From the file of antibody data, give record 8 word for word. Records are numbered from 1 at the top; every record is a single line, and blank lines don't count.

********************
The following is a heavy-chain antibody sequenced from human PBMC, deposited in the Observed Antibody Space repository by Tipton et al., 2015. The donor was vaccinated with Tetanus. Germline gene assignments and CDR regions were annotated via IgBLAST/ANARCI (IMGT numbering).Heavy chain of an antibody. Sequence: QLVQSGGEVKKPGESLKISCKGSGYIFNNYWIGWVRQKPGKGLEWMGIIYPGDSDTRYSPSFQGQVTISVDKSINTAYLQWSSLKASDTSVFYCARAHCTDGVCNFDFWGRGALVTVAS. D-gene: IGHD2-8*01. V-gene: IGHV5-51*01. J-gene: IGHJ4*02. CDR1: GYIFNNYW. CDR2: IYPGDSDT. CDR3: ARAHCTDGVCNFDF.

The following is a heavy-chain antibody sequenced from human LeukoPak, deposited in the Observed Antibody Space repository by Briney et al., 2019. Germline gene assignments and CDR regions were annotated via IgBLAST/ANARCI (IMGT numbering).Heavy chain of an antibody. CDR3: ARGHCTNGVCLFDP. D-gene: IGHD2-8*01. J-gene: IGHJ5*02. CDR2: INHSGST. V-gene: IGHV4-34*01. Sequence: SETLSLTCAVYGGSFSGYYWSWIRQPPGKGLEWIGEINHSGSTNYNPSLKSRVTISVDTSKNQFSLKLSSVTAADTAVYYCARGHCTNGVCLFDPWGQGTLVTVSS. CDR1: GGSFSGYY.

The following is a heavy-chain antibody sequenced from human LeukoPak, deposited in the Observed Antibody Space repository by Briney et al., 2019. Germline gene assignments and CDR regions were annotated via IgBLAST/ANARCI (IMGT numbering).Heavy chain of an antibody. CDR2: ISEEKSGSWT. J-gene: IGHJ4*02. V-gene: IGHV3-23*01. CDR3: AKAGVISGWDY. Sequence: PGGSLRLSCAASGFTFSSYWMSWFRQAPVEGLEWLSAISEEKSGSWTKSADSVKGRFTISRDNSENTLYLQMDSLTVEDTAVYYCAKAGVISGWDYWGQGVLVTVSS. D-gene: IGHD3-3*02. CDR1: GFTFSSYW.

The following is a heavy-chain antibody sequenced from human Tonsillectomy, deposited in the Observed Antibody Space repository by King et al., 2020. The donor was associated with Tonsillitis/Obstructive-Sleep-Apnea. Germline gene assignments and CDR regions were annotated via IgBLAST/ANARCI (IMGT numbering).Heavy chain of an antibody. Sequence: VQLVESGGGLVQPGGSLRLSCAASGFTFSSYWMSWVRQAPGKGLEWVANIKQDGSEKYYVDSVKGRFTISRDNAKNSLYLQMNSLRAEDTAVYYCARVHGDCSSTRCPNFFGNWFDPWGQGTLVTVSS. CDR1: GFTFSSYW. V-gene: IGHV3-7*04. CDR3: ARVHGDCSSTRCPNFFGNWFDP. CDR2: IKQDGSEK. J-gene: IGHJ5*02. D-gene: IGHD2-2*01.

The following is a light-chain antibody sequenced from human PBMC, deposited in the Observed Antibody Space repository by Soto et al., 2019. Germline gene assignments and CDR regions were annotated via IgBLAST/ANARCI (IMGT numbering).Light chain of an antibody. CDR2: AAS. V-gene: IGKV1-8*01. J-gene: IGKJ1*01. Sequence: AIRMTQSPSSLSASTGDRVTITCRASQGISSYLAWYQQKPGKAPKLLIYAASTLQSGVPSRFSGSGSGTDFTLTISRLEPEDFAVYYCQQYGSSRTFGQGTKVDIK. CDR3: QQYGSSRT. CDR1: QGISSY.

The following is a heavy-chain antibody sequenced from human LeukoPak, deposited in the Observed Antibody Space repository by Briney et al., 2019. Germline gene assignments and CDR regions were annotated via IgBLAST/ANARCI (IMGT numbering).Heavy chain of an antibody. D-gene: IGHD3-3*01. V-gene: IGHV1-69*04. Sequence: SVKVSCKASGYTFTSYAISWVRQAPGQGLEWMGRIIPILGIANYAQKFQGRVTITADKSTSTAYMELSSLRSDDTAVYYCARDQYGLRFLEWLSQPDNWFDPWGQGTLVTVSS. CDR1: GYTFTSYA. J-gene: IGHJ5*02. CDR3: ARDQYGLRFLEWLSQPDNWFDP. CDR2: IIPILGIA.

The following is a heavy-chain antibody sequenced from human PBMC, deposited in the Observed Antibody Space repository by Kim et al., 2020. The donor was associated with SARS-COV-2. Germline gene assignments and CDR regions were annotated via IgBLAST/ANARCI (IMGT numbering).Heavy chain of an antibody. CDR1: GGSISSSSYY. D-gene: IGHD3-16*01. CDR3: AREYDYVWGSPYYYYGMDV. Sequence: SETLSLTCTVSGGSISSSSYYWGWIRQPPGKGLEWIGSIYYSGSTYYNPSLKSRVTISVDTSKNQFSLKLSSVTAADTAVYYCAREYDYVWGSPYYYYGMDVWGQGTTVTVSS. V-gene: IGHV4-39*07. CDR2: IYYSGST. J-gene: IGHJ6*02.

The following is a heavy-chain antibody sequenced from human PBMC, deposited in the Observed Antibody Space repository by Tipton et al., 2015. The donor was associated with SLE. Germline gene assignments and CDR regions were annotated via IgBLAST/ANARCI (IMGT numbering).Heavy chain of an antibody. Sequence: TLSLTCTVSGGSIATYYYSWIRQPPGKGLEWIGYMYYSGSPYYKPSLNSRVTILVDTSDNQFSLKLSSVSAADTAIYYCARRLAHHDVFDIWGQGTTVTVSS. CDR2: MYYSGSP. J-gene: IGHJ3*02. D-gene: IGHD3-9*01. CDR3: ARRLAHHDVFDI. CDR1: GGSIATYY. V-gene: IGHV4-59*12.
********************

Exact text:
The following is a heavy-chain antibody sequenced from human PBMC, deposited in the Observed Antibody Space repository by Tipton et al., 2015. The donor was associated with SLE. Germline gene assignments and CDR regions were annotated via IgBLAST/ANARCI (IMGT numbering).Heavy chain of an antibody. Sequence: TLSLTCTVSGGSIATYYYSWIRQPPGKGLEWIGYMYYSGSPYYKPSLNSRVTILVDTSDNQFSLKLSSVSAADTAIYYCARRLAHHDVFDIWGQGTTVTVSS. CDR2: MYYSGSP. J-gene: IGHJ3*02. D-gene: IGHD3-9*01. CDR3: ARRLAHHDVFDI. CDR1: GGSIATYY. V-gene: IGHV4-59*12.